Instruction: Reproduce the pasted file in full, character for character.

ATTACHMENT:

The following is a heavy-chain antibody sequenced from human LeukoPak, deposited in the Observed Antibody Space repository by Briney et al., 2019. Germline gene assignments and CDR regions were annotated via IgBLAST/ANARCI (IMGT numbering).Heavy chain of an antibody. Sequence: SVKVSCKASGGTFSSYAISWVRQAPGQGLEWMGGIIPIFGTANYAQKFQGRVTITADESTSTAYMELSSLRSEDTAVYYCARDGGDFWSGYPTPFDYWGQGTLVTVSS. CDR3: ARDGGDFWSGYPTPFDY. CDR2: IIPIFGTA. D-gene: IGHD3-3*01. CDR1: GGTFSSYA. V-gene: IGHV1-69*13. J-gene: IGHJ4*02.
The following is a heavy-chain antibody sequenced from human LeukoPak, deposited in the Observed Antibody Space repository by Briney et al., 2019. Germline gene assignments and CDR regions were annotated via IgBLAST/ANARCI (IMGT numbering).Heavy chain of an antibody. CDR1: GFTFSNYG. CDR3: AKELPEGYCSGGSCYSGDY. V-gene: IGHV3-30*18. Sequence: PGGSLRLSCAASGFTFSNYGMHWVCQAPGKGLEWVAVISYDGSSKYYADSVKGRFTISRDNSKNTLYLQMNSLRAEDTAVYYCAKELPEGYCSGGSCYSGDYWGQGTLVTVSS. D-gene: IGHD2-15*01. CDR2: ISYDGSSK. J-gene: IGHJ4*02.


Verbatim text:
The following is a heavy-chain antibody sequenced from human LeukoPak, deposited in the Observed Antibody Space repository by Briney et al., 2019. Germline gene assignments and CDR regions were annotated via IgBLAST/ANARCI (IMGT numbering).Heavy chain of an antibody. Sequence: SVKVSCKASGGTFSSYAISWVRQAPGQGLEWMGGIIPIFGTANYAQKFQGRVTITADESTSTAYMELSSLRSEDTAVYYCARDGGDFWSGYPTPFDYWGQGTLVTVSS. CDR3: ARDGGDFWSGYPTPFDY. CDR2: IIPIFGTA. D-gene: IGHD3-3*01. CDR1: GGTFSSYA. V-gene: IGHV1-69*13. J-gene: IGHJ4*02.
The following is a heavy-chain antibody sequenced from human LeukoPak, deposited in the Observed Antibody Space repository by Briney et al., 2019. Germline gene assignments and CDR regions were annotated via IgBLAST/ANARCI (IMGT numbering).Heavy chain of an antibody. CDR1: GFTFSNYG. CDR3: AKELPEGYCSGGSCYSGDY. V-gene: IGHV3-30*18. Sequence: PGGSLRLSCAASGFTFSNYGMHWVCQAPGKGLEWVAVISYDGSSKYYADSVKGRFTISRDNSKNTLYLQMNSLRAEDTAVYYCAKELPEGYCSGGSCYSGDYWGQGTLVTVSS. D-gene: IGHD2-15*01. CDR2: ISYDGSSK. J-gene: IGHJ4*02.